She was a specialist in making herbs and oils and had just moved her entire operation to produce essential oils to a laboratory a mile from me. She made her oils from all kinds of organic plants which she grew, but she had yet to plant lavender. How often does a business opportunity throw itself at you like that? I have a field of lavender… she makes the oil but has no lavender… hello! By the time ‘ dolce’ was being served, we were in business. This summer, Maria Christina infused several massive glass jars of my olive oil with my lavender. These bulbous glass domes soaked up the summer sun until the end of September like fat Buddhas outside their temples. We then filtered the oil and, voila, we had the most natural, luxurious perfumed massage and body oil imaginable.


Making the essential oil was a little more laborious. Rows upon rows of the lavender were cut, washed and then put into a contraption that looked like a distillery from the deep South for making moonshine. This produced the strongest essence of lavender imaginable. We sat and stared at this oversized chemistry set for hours, as drop by drop the oils were distilled from the plants. No wonder a tiny bottle of essential lavender oil is so expensive.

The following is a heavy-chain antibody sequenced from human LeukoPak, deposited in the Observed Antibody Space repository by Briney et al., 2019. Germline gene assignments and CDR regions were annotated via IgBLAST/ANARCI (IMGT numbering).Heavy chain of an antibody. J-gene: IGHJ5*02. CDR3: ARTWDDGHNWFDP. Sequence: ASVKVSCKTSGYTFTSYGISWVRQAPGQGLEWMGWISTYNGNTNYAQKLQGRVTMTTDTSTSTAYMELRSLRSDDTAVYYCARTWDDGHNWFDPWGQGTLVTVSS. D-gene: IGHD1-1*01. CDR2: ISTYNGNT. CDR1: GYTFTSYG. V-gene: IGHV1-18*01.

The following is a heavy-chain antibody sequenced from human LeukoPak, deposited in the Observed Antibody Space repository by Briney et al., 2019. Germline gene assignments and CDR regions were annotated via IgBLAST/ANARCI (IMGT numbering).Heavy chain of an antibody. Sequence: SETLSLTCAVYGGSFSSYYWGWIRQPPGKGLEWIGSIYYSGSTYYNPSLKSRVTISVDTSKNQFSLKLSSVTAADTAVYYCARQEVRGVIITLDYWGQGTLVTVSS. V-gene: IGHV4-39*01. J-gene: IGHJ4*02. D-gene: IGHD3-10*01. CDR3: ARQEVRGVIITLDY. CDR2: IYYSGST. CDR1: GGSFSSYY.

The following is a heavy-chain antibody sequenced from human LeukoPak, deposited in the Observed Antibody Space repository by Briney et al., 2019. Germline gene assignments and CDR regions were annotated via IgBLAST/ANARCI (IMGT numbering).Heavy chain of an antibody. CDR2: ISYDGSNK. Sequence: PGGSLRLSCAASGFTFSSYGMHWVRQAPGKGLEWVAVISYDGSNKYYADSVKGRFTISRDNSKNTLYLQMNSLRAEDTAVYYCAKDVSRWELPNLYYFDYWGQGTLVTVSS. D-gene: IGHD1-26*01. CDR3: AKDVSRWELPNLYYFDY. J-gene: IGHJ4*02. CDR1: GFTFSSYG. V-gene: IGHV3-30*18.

The properties in these oils are also quite astounding. Lavender was used extensively in the hospitals during World War 1 for its ability to heal everything from wounds, burns, headaches and calming the nerves. Lavender, in all its forms from, including teas, seeds and oils, is today used for many purposes, especially to aid sleep. A tiny drop on a pillow will relax you, help with any anxiety, and send you into the most relaxing sleep.


The exciting news is that these bottles of both essential lavender oil and massage/body oil have been shipped to Canada for you all to enjoy. Just check out my website and you will see them available for purchase. I only have 400 bottles from my sunny field in Toscana so it really is first come, first served. They are not expensive compared to whatever else is out there and all they contain is lavender, olive oil, sunshine and the occasional rain.

Please, please let me know what you think if you try it!





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Debbie’s newsletter is a peek into her life between London, Tuscany and Toronto – running her television company, Tuscan Retreats and living life to the fullest.